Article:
A Migraine attack is not just a bad headache; rather, it affects the entire body. Head pain is the most common and debilitating symptom followed closely by nausea. People with episodic Migraine (fewer than 15 headache days a month) who experience frequent nausea seem to have an increased burden in their lives according to the American Migraine Prevalence and Prevention Study (AMPP).
The AMPP is the largest study of Migraine and headache sufferers ever conducted in the United States. Beginning in 2004, questionnaires were sent to 120,000 selected homes of which close to 163,000 Americans over the age of 12 responded. Researchers then followed 24,000 participants who had at least one severe Migraine during the previous year and met the requirements according to the International Headache Society's International Classification of Headache Disorders, 2nd edition. Episodic Migraine (EM) is defined as having fewer than 15 headache days a month.
Participants from the study reported headache-related nausea none of the time, rarely, less than half the time, or more half the time with headache. They were also instructed to give details of how debilitated their life was by Migraine according to MIDAS (Migraine Disability Assessment) and Headache Impact Test (HIT-6) in addition to their age, gender, race and household income.
The results for the 6,559 participants with EM who responded included:
- Almost half reported frequent nausea with headache.
- Frequent nausea was more common in females than males (52% vs. 39%).
- Those on disability or medical leave experienced frequent nausea 62%.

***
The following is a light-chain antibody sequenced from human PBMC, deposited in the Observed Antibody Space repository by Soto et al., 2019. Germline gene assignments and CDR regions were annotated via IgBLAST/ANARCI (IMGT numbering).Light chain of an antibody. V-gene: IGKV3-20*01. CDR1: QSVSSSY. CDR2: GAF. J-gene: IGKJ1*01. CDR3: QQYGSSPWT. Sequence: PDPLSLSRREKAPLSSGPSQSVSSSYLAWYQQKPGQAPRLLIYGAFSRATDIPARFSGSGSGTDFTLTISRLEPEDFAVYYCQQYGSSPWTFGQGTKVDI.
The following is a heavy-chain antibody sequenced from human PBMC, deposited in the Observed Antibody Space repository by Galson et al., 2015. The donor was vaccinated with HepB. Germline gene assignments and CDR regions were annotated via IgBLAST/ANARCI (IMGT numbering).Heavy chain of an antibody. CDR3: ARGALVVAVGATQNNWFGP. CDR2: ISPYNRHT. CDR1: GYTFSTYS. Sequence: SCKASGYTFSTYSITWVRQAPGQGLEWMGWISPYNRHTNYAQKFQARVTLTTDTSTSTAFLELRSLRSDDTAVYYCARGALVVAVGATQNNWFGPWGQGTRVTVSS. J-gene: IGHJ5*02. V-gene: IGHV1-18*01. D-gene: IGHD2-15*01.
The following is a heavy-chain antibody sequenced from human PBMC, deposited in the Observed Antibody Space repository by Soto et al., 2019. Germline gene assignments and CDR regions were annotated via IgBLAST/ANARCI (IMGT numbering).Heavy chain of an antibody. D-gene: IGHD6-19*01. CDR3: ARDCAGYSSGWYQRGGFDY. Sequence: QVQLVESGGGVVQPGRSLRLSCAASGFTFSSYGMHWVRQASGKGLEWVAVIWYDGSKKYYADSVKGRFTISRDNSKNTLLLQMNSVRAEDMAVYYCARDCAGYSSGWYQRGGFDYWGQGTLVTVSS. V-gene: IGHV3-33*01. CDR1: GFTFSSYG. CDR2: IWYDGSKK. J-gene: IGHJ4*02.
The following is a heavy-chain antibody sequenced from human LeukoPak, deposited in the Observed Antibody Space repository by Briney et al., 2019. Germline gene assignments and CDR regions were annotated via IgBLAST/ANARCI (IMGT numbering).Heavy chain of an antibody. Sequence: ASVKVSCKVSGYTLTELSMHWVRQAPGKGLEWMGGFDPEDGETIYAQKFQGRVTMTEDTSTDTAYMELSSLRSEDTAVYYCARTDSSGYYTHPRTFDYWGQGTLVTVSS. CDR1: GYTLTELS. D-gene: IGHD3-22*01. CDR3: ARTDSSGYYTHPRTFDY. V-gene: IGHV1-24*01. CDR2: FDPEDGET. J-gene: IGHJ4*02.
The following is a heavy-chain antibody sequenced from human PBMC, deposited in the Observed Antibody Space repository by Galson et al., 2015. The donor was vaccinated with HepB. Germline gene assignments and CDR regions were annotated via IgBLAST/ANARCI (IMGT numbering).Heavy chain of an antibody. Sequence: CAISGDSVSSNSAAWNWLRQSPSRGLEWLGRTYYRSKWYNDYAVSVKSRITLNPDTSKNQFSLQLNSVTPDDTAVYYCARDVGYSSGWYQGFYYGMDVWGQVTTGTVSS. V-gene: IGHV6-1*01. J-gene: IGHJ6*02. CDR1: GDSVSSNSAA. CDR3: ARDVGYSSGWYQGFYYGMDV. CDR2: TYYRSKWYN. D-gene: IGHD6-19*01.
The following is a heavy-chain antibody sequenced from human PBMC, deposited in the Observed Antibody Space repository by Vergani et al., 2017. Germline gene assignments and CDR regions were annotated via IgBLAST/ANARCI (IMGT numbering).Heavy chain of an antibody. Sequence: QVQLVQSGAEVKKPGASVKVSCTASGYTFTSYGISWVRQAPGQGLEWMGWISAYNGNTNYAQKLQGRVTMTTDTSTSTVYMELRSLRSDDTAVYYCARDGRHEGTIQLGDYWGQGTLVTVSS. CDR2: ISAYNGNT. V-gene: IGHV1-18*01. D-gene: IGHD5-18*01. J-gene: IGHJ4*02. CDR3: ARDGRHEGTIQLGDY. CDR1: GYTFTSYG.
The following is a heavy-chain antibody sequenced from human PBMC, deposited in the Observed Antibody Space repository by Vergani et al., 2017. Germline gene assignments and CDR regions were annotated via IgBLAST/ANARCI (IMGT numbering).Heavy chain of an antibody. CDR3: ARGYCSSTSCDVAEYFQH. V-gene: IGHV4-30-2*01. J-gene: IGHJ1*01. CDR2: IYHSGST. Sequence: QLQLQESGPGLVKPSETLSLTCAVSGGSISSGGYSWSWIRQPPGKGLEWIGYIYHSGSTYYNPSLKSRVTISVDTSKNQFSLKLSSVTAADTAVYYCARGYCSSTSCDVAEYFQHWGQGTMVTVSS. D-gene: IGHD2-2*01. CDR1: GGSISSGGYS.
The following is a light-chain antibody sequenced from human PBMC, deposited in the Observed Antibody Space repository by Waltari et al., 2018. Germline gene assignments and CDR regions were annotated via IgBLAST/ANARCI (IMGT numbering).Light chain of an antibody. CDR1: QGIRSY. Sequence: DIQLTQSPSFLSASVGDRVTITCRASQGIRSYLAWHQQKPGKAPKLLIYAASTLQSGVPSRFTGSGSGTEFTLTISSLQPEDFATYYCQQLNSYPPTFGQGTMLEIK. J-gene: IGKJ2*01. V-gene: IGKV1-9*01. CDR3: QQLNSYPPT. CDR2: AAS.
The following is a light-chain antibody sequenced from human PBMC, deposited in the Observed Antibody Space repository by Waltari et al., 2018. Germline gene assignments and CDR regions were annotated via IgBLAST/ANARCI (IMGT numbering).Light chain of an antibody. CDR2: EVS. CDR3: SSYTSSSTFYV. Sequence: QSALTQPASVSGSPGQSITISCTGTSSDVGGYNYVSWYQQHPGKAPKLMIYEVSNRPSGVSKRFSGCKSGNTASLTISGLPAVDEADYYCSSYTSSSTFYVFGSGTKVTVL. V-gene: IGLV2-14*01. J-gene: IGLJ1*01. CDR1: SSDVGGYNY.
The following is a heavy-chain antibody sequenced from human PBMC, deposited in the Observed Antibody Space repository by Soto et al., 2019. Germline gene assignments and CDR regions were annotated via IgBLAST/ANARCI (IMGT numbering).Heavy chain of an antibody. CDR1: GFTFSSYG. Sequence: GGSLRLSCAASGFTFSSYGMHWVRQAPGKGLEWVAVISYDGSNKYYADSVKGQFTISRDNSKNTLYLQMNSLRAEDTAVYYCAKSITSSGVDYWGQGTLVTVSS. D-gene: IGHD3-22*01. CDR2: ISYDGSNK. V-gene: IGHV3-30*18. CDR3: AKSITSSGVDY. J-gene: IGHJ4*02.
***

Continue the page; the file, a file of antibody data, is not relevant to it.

- People who had a full time job experienced frequent nausea less - 46%.
- Participants who had frequent nausea compared to people who did not experience nausea or had little nausea were twice as likely to have more disability according to the MIDAS scale and HIT-6 and four times more likely to have severe headache pain.
- For the same participants who had EM with frequent nausea and headache, daily activities were greatly affected. They were more tired, needed to lie down more often, were more irritable and had a hard time concentrating.
In conclusion, people with EM who experience frequent nausea with headache seemed to be worse off than those who did not. Participants "on disability" or medical leave made out far worse than those who weren't, as did females with EM. Participants with full-time jobs seemed to have a better outcomes than those who were not gainfully employed. Frequent nausea seems to be a factor in episodic Migraine, which leads to worse outcomes in those with headache. The researchers felt that this information would provide a "target for treatment."
Buse D.C,; Reed M.L.; Fanning K.M.; Lipton R.B. "Frequent Nausea in Episodic Migraine (EM) with Increased Burden: Results from the American Migraine Prevalance and Prevention (AMPP) Study." Poster Research. 53rd Annual Scientific Meeting of the American Headache Society, June, 2011.
Press Release. "New Data Underscore Nausea is Significantly Debilitating Symptom of Migraine, Potentially Impacting Millions of Patients, Particularly Women." Washington, D.C. Migraine Nausea Give Away. June 2, 2011.
© HealthCentral Network, 2011.
Last updated December 27, 2011.
Published On: December 27, 2011